International Finance Corporation

Monthly Issue Update - December 2004

International Finance Corporation Review
The International Finance Corporation (IFC), the private lending arm of the World Bank, is in the process of revising its social, environmental, and disclosure policies. These policies are currently the de facto international standards for export credit agencies, the Equator Principle banks, and the IFC - touching upon nearly three quarters of all international public and private project finance. The new Performance Standards are better integrated than the IFC's predecessor, the safeguards, but groups have individually challenged them on a number of fronts.

Press Responses: July 5, 2004

Belgium clears path to developing world prosperity

David Hillman
Monday July 5, 2004
The Guardian

Tony Blair calls Africa a scar on the conscience of the world. Gordon Brown has a means for healing that scar through a doubling of aid. The chancellor says his international financing facility (IFF) is the only game in town, but so far the teams are still stuck in the dressing room.

Press Release - Monday, February 9, 2004

High Level World Bank Review calls for the phase out of World Bank involvement in oil exploitation and coal mining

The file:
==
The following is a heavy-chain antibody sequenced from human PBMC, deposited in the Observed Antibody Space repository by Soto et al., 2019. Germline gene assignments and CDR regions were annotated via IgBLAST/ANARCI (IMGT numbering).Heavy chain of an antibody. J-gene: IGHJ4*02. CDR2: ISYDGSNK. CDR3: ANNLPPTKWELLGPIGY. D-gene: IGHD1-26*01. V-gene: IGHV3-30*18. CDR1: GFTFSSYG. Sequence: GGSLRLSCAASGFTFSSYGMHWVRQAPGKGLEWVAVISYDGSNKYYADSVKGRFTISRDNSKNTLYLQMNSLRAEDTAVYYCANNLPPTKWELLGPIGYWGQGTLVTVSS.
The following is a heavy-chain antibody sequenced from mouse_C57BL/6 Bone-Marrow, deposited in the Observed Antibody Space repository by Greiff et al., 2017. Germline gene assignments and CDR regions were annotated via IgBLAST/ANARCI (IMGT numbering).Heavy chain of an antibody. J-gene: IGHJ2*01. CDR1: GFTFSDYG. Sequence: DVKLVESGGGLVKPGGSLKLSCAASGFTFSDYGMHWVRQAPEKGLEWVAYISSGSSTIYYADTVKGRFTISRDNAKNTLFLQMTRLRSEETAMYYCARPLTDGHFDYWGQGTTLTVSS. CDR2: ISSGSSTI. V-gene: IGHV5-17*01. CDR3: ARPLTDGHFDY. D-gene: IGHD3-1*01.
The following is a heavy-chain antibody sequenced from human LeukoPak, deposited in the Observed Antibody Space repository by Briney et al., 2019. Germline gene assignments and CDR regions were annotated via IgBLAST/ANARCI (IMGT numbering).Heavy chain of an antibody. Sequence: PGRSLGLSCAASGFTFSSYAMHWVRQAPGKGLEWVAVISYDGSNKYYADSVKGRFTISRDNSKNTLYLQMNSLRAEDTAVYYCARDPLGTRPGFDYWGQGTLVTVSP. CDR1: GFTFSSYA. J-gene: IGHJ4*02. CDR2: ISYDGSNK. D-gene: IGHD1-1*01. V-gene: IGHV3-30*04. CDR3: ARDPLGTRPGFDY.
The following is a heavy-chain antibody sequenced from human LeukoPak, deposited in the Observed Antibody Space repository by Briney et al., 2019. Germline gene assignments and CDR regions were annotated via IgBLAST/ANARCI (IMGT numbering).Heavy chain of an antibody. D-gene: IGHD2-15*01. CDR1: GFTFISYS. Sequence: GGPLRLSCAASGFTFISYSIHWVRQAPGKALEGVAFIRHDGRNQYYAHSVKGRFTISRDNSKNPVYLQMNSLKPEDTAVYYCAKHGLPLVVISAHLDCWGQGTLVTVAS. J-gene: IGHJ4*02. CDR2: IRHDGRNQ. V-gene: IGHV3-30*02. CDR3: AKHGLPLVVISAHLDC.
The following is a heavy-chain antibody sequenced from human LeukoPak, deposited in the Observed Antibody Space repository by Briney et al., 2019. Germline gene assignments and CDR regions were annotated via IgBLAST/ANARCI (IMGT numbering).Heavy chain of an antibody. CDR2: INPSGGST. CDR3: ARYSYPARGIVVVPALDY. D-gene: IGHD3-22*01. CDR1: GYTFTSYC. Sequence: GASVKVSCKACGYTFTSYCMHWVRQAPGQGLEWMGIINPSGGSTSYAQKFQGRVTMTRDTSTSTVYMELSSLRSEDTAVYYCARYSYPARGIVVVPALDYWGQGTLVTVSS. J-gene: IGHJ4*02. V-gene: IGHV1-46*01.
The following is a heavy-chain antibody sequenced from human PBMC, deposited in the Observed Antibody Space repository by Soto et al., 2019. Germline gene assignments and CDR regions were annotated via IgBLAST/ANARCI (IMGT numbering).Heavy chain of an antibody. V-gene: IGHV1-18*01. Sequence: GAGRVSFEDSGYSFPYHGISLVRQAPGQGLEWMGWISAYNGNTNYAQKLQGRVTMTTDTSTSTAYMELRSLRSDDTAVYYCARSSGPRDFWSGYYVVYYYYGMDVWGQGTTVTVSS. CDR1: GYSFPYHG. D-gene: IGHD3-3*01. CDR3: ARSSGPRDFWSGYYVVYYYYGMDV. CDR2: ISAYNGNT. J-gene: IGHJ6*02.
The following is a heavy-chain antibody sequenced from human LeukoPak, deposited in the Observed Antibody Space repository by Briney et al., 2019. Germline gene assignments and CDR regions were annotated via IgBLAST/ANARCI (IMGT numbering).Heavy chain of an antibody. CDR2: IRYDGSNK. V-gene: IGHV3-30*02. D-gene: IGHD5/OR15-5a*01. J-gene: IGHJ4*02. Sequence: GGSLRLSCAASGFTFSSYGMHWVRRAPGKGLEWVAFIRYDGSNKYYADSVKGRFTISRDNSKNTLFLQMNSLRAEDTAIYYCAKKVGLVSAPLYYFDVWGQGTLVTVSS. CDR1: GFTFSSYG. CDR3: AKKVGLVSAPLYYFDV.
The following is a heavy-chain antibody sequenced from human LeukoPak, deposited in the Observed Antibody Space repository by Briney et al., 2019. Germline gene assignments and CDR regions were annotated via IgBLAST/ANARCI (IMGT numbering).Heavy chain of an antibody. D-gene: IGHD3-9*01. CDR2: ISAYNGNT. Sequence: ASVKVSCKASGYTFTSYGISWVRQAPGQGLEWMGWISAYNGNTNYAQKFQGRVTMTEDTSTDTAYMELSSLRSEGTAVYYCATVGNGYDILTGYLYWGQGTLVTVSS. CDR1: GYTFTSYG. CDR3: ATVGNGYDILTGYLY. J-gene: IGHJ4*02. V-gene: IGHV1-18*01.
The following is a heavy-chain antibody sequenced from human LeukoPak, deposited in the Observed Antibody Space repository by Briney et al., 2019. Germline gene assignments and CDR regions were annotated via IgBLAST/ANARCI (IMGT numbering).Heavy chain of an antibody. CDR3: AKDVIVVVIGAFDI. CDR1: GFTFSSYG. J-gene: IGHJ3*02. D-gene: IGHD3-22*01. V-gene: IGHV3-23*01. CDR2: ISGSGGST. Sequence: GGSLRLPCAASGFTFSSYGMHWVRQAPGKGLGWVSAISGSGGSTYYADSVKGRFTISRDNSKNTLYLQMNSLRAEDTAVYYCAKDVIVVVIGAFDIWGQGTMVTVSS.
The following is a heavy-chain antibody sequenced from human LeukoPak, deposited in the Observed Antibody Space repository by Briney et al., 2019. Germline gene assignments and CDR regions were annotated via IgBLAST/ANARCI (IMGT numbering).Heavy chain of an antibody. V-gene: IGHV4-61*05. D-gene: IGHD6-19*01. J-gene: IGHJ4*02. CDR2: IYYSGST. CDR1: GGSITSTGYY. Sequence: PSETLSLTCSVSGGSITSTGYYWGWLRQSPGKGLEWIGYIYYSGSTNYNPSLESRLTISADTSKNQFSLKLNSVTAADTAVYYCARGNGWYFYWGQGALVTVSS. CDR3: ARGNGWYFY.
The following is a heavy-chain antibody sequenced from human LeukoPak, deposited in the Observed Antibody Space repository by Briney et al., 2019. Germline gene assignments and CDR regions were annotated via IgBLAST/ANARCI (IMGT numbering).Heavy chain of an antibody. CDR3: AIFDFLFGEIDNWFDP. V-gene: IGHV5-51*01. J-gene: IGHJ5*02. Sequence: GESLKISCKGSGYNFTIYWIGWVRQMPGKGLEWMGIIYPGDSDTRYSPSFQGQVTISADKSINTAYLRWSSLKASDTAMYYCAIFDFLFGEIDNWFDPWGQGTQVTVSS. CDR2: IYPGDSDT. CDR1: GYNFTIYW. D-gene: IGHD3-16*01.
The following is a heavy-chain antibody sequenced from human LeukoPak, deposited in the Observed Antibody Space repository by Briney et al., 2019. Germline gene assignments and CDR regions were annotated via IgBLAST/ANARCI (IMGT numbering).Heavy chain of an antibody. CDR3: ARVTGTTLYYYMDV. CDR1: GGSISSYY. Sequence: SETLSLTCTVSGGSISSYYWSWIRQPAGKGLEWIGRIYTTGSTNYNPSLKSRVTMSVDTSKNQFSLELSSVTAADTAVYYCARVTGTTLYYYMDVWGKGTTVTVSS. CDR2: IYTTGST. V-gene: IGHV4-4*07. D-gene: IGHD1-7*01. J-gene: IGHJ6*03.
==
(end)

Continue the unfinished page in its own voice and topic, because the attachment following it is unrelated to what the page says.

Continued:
Bank Management to ignore recommendations says leaked report

(Ottawa) February 9th, 2004 -- Conforming to industry’s desires, the World Bank management is pushing to have its Board of Directors reject the recommendations of an independent review of its performance in the oil, coal, and mining sectors, according to a leaked report. The World Bank’s Management Response to the Extractive Industries Review (EIR) was leaked last week.

Speech on the Role of IFIs in Privatization - Commonwealth Foundation

Commonwealth Foundation
Brunei Darasalaam
July 22nd, 2003

The Role of IFIs
Pamela Foster
Halifax Initiative Coalition

I may have been asked to give this talk as I, among our Commonwealth colleagues, sit closest to Washington. As there is so much experience in the room in addressing issues of the World Bank and the IMF[1], I will merely start a list of all the ways that the IFIs are implicated in the relentless drive towards privatization of public assets.

First, I would like to quickly share two contextual comments regarding this push towards privatization. It must be situated within the drive towards the end of history, or the ultimate global supremacy of US-modeled capitalism. This victory was declared at the end of the Cold War. The end of history envisions the role of the state being limited to maintaining law and order and a sound investment climate.


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